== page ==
Immune protein may drive alcoholism relapse

The anxiety that occurs during withdrawal from excessive alcohol use, and contributes to relapse, may be driven in part by the release of an immune protein in the brain, according to a new study from scientists at Scripps Research.

The discovery, reported online June 6, 2022, in Molecular Psychiatry, illuminates the molecular details of the brain’s response to alcohol withdrawal, and suggests that the immune protein, colony stimulating factor 1 (CSF1), could be a target of future treatments for alcohol use disorder (AUD).

“Alcohol withdrawal activates the stress system in the brain, which contributes to relapse, and in this study, we linked this stress response to CSF1, a neuroimmune mediator, opening up new opportunities for therapeutic intervention,” says study senior author Marisa Roberto, PhD, professor and Schimmel Family Chair in the Department of Molecular Medicine at Scripps Research.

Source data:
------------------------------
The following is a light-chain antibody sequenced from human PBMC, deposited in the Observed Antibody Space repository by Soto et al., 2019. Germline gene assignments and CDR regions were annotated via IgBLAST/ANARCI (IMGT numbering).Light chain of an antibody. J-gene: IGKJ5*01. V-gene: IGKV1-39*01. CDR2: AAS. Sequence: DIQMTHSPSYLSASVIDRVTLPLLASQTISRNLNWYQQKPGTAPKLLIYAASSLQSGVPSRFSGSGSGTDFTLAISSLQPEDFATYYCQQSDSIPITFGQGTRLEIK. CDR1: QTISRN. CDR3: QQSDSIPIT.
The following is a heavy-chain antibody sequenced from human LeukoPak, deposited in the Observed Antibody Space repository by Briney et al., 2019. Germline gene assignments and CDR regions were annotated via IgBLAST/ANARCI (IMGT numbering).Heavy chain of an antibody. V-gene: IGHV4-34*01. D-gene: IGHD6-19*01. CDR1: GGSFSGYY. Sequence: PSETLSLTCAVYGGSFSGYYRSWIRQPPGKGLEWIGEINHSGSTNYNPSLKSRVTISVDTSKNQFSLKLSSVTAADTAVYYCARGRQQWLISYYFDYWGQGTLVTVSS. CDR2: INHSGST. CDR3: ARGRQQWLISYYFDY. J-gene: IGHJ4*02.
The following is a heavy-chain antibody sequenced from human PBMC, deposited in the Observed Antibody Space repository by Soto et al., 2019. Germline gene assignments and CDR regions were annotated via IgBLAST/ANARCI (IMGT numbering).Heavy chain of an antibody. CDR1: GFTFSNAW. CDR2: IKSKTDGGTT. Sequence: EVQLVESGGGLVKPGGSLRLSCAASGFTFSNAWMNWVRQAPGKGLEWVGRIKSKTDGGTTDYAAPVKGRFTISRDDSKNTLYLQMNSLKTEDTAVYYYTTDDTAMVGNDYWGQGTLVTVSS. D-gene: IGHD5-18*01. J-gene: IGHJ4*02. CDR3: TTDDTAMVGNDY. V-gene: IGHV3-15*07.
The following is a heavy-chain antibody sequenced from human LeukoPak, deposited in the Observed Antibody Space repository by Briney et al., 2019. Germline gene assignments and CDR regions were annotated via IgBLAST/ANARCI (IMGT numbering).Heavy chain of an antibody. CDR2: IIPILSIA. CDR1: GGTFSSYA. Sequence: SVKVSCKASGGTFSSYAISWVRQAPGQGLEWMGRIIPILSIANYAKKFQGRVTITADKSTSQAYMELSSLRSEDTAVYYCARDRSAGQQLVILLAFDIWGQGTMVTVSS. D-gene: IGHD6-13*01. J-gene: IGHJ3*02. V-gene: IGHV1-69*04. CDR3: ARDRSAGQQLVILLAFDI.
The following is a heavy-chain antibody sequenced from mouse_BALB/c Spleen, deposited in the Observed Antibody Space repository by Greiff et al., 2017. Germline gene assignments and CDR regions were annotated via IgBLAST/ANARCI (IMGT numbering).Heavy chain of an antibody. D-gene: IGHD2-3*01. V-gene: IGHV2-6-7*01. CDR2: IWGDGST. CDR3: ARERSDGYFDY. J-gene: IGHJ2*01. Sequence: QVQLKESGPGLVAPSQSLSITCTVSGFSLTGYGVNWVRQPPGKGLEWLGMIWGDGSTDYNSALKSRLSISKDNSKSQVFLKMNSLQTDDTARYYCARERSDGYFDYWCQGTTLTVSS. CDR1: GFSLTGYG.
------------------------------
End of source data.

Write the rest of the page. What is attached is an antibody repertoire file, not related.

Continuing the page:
The study’s first author, who performed many of the experiments, is Reesha R. Patel, PhD, a former postdoctoral researcher in the Roberto lab.

Alcohol is by far the most used and abused recreational drug. According to the 2019 National Survey on Drug Use and Health, nine million men and more than five million women in the United States have an alcohol use disorder (AUD), which is defined as an inability to control alcohol use despite its negative impact on the user’s health, social life and/or employment. Drug treatments, talk-therapy and support group-based treatments are available, but relapse is common, mainly due to the limited understanding of the brain-circuit dysfunctions underlying AUD.

Scientists know that relapse-promoting alcohol withdrawal symptoms include rising feelings of anxiety, caused at least in part by the release of stress molecules such as corticotropin-releasing factor (CRF) within the brain. CRF stimulates receptors on neurons in the prefrontal cortex, and in the limbic system, a set of more primitive brain structures that process emotions. If scientists could fully identify and characterize these CRF-sensitive neuronal populations, they could understand better how anxiety occurs during withdrawal and potentially devise effective treatments to block it.

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